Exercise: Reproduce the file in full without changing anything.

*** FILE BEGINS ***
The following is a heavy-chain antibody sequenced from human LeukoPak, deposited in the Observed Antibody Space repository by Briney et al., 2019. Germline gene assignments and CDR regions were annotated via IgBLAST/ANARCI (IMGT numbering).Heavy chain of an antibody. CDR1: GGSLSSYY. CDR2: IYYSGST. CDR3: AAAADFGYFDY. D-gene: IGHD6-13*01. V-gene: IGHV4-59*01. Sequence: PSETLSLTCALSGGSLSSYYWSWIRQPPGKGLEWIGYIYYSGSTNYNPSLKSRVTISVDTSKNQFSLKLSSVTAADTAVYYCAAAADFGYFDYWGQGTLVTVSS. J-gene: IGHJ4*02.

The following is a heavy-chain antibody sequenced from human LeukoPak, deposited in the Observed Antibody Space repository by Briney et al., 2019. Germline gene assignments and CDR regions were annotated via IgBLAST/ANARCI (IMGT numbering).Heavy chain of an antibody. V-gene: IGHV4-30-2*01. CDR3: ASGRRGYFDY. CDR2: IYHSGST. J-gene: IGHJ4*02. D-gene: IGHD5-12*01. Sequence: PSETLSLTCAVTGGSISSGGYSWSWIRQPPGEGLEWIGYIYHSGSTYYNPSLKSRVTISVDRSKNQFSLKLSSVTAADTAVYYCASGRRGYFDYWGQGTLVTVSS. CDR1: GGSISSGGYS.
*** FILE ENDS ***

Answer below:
The following is a heavy-chain antibody sequenced from human LeukoPak, deposited in the Observed Antibody Space repository by Briney et al., 2019. Germline gene assignments and CDR regions were annotated via IgBLAST/ANARCI (IMGT numbering).Heavy chain of an antibody. CDR1: GGSLSSYY. CDR2: IYYSGST. CDR3: AAAADFGYFDY. D-gene: IGHD6-13*01. V-gene: IGHV4-59*01. Sequence: PSETLSLTCALSGGSLSSYYWSWIRQPPGKGLEWIGYIYYSGSTNYNPSLKSRVTISVDTSKNQFSLKLSSVTAADTAVYYCAAAADFGYFDYWGQGTLVTVSS. J-gene: IGHJ4*02.

The following is a heavy-chain antibody sequenced from human LeukoPak, deposited in the Observed Antibody Space repository by Briney et al., 2019. Germline gene assignments and CDR regions were annotated via IgBLAST/ANARCI (IMGT numbering).Heavy chain of an antibody. V-gene: IGHV4-30-2*01. CDR3: ASGRRGYFDY. CDR2: IYHSGST. J-gene: IGHJ4*02. D-gene: IGHD5-12*01. Sequence: PSETLSLTCAVTGGSISSGGYSWSWIRQPPGEGLEWIGYIYHSGSTYYNPSLKSRVTISVDRSKNQFSLKLSSVTAADTAVYYCASGRRGYFDYWGQGTLVTVSS. CDR1: GGSISSGGYS.